Museum selects Tobii Technology’s ground-breaking eye tracking computer for world’s most comprehensive computing history exhibition
Tobii Technology, the premier developer of innovative eye tracking and speech technology solutions for people with disabilities, and its North American subsidiary Tobii Assistive Technology Inc. (Tobii ATI), today announced that The Computer History Museum (CHM) will feature Tobii’s portable eye-controlled computer and communication device in their new signature exhibition. As the world’s leading institution exploring the history of computing and its ongoing impact on society, CHM presents “Revolution: The First 2000 Years of Computing,” opening in January in Mountain View, CA in the United States.
The exhibition, more than six years in the making, will be the world’s most comprehensive physical and online exploration of computing history. As the first to bring eye tracking to the United States, Tobii Technology’s revolutionary MyTobii P10, a portable eye tracking computer, will be showcased amongst an expansive collection of one-of-a-kind artifacts and never seen before interviews with pioneers, spanning from the abacus to robots, the Internet, and beyond.
“Our curatorial staff hand-picked Tobii’s eye controlled computer for the exhibit as it represents a revolution that has and will continue to change our lives for decades to come,” said John Hollar, president and chief executive officer of CHM. “The Tobii P10 will also be part of our online exhibit. Everything that a physical visitor will see in “Revolution” will also be available to our web visitors via the cyber-exhibit.”
Tobii’s eye tracking technology enables computers to determine precisely where a person is looking. Instead of a keyboard and mouse, a person with a disability can simply use their gaze to type out words to turn into speech, or connect with others through e-mail, Facebook, the Internet, and manage their day – making independence easier than ever before.
“We are delighted to be a part of the world’s premier historical exhibition on the Information Age,” said Tara Rudnicki, president of Tobii ATI. “Technology has played such a critical role in the way we live today. Not only are we able to access vast amounts of information at our finger tips, we can also give individuals with communication disabilities a voice, a social life, and a way to live more fulfilled, integrated and independent lives.”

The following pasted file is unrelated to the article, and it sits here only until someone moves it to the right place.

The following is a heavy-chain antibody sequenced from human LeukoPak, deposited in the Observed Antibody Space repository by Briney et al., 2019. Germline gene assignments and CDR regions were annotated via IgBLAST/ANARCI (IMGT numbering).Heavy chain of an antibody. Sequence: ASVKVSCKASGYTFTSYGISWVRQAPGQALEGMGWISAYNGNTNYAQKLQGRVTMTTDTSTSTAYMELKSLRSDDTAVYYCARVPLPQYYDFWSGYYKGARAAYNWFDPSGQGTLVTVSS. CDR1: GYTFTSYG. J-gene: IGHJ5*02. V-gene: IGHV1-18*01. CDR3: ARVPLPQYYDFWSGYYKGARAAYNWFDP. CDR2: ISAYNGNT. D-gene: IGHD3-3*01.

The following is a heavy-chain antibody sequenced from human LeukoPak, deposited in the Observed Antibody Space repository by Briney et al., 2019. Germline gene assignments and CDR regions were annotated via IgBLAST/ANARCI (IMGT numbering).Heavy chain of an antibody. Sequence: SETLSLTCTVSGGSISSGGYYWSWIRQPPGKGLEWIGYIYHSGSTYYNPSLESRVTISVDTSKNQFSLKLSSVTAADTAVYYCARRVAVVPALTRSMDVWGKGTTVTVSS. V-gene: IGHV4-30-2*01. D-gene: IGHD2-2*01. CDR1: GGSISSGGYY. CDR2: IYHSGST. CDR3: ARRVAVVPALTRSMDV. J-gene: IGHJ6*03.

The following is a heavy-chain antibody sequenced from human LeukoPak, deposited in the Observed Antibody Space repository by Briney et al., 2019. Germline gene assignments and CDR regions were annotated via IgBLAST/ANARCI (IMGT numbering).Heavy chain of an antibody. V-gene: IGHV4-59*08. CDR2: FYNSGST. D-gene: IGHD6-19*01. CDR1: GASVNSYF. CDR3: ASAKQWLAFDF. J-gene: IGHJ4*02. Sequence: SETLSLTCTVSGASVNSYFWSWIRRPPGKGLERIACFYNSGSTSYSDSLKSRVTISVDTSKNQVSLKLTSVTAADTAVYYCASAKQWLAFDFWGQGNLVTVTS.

In addition to Tobii’s P10, the compelling display of technological icons selected for “Revolution” includes the Abacus, Hollerith Tabulator, Nordsieck Differential Analyzer, IBM System/360, IBM RAMAC disk drive, Shakey the Robot, Xerox Alto, Pong Prototype, Apple II, IBM PC, Palm Pilot, Google Server Engine and more.
For more information about “Revolution: The First 2000 Years of Computing” and CHM, please visit http://computerhistory.org.
For more information, please contact:
Katrin Buhre, Marketing Communications Manager, Tobii Assistive Technology
Phone: +46 (0)733-27 87 23, firstname.lastname@example.org
Carl Derry, Team Leader Marketing & Communications, Tobii ATI
Phone: +1 978-355-7143, email@example.com
About the Computer History Museum
The Computer History Museum (CHM) in Mountain View, Ca. is a nonprofit organization with a four-decade history as the world’s leading institution exploring the history of computing and its ongoing impact on society. The Museum is dedicated to the preservation and celebration of computer history, and is home to the largest international collection of computing artifacts in the world, encompassing computer hardware, software, documentation, ephemera, photographs and moving images. CHM brings computer history to life through an acclaimed speaker series, dynamic website, onsite tours, as well as physical and online exhibits. Current exhibits include Charles Babbage's Difference Engine No. 2, Mastering the Game: A History of Computer Chess, and Innovation in the Valley—A Look at Silicon Valley Startups. The online exhibit, featuring the Timeline of Computer History and over 600 key objects from Visible Storage, is found at: www.computerhistory.org. Revolution: The First 2000 Years of Computing will open physically and online in January 2011.